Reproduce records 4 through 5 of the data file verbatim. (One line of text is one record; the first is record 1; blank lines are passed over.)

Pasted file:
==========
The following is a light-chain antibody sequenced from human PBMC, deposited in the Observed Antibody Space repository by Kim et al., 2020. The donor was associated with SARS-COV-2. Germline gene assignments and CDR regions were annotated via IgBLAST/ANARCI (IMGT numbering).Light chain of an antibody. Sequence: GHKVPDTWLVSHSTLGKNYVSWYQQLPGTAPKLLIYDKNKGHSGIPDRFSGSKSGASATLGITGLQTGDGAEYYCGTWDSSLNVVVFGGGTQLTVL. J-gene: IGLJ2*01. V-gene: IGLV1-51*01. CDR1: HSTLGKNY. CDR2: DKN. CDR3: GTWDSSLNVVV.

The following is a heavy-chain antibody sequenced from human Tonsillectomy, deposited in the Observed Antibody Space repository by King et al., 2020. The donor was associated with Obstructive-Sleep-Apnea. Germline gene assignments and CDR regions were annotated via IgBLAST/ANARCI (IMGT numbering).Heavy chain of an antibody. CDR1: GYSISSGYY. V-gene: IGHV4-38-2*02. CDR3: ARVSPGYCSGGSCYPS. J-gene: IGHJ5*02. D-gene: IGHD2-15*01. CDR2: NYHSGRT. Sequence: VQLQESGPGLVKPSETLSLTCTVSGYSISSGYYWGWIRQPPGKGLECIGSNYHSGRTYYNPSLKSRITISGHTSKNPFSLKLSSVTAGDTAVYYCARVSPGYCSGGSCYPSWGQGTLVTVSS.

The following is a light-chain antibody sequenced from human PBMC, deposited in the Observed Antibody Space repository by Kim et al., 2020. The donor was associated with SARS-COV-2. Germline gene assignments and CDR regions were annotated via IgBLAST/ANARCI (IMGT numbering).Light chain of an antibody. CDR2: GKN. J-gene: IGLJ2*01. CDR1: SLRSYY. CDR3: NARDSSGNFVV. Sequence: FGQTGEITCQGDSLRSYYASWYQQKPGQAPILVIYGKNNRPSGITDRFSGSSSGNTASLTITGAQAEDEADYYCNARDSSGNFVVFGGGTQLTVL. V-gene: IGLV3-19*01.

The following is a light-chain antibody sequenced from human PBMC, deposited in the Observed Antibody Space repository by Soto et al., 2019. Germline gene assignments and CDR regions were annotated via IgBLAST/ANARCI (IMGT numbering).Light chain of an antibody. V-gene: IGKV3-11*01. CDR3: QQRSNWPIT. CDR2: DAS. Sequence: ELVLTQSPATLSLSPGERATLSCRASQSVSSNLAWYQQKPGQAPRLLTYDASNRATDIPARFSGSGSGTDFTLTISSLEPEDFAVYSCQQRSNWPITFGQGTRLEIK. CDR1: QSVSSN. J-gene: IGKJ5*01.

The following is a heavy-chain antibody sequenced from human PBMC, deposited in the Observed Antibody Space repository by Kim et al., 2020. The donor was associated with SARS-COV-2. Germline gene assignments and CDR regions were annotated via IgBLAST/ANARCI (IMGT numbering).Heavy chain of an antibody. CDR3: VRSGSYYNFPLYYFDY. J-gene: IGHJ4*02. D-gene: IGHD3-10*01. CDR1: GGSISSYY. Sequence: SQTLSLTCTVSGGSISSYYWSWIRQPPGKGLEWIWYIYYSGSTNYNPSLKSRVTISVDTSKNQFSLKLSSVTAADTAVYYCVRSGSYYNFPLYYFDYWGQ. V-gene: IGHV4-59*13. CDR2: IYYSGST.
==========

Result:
The following is a light-chain antibody sequenced from human PBMC, deposited in the Observed Antibody Space repository by Soto et al., 2019. Germline gene assignments and CDR regions were annotated via IgBLAST/ANARCI (IMGT numbering).Light chain of an antibody. V-gene: IGKV3-11*01. CDR3: QQRSNWPIT. CDR2: DAS. Sequence: ELVLTQSPATLSLSPGERATLSCRASQSVSSNLAWYQQKPGQAPRLLTYDASNRATDIPARFSGSGSGTDFTLTISSLEPEDFAVYSCQQRSNWPITFGQGTRLEIK. CDR1: QSVSSN. J-gene: IGKJ5*01.

The following is a heavy-chain antibody sequenced from human PBMC, deposited in the Observed Antibody Space repository by Kim et al., 2020. The donor was associated with SARS-COV-2. Germline gene assignments and CDR regions were annotated via IgBLAST/ANARCI (IMGT numbering).Heavy chain of an antibody. CDR3: VRSGSYYNFPLYYFDY. J-gene: IGHJ4*02. D-gene: IGHD3-10*01. CDR1: GGSISSYY. Sequence: SQTLSLTCTVSGGSISSYYWSWIRQPPGKGLEWIWYIYYSGSTNYNPSLKSRVTISVDTSKNQFSLKLSSVTAADTAVYYCVRSGSYYNFPLYYFDYWGQ. V-gene: IGHV4-59*13. CDR2: IYYSGST.